And, as a bonus debunk, theology is a man-made discipline: are you claiming that god is subject to man-made rules (if there were any in theology)?

    The reason to study perception, is that I don't believe that atheism is "lack of belief". Atheism could be "lack of perception". Perception can be changed, so perhaps it can be studied.
    This too is pure crap.
    Regardless of what you believe the lack of belief exists.
    Atheists do not believe in what they do not perceive (in this particular case).

    For example, extreme resistance to any possibility to measure an effect is not scientific thinking.
    What?
    Please explain how you're going to measure the "effects of god".

    It is evidence of dichotomous (black and white) thinking. This is common in obesity. It is also common in addictions. To me it indicates the presence of an influencing variable that causes bias. Influencing variables can be removed.
    And this is a perfect example of really biased and fuzzy thinking.
    Please outline how you remove all "influencing" variables in a belief and examine only those that come from god.

    Thus, as I said I am not a theologian.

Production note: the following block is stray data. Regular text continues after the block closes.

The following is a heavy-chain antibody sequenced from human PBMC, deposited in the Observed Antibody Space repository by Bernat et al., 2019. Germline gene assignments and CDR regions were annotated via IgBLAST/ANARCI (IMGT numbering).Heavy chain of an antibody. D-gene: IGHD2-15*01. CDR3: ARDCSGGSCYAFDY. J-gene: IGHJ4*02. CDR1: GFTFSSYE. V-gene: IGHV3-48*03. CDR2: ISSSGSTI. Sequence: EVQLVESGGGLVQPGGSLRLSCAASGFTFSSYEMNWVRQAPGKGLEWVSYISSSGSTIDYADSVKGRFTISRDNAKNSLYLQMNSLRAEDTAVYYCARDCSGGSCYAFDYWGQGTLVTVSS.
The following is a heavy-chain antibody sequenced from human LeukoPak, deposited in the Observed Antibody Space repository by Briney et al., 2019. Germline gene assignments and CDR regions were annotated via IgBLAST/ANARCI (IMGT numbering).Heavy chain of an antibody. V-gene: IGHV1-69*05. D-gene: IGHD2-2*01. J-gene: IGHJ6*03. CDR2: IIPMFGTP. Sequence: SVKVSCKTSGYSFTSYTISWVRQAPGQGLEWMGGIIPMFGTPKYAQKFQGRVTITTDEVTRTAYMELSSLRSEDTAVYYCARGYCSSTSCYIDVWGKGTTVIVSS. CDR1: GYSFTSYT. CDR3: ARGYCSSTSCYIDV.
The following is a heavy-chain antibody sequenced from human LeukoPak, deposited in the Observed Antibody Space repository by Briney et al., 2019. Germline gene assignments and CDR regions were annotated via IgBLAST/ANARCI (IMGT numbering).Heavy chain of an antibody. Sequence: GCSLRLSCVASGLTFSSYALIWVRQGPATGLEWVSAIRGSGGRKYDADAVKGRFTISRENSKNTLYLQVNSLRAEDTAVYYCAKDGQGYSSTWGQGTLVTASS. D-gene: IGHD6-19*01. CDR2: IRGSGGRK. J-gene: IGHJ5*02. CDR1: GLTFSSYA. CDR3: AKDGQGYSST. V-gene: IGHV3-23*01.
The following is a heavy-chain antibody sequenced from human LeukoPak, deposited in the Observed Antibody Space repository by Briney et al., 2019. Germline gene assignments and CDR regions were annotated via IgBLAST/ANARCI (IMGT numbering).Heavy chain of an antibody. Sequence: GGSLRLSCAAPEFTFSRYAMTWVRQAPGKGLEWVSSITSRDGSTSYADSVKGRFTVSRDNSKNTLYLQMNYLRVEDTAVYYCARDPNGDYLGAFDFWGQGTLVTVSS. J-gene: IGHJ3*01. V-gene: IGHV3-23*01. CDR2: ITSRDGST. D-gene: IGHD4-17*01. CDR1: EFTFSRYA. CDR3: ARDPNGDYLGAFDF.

And neither are you a logician.

    However, my curiosity is about whether non-believer volunteers could have a "change of perception" by seeking God according to a theologically correct methodology.
    Which god?

    If I had to guess, I would say that prayer, including prayers involving reconciliation with God and prayers theologically effective in repelling negative influences (prayer to St. Michael) might be effective in removing an "influencing variable".
    And it's obvious that you are guessing.
    Please show how you know that these "negative influences" actually are such.
    Alternatively is it not possible to say that praying is an "influencing variable" that leads to an erroneous perception that god exists?
    I.e. you appear to be assuming a priori that god exists and anything that leads to a lack of belief is an "influencing variable".
    Using your own "reasoning" it's also possible to assume a priori that god doesn't exist and that anything that leads to belief is an "influencing variable".

    In short, you've failed, miserably, again to make your case.
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    I don't need to make my case, you are doing it for me.

    I have given several examples where a study could be conducted and an effect could be measured. The analysis of the effect (if it should occur) is a job for the investigators in their discussion.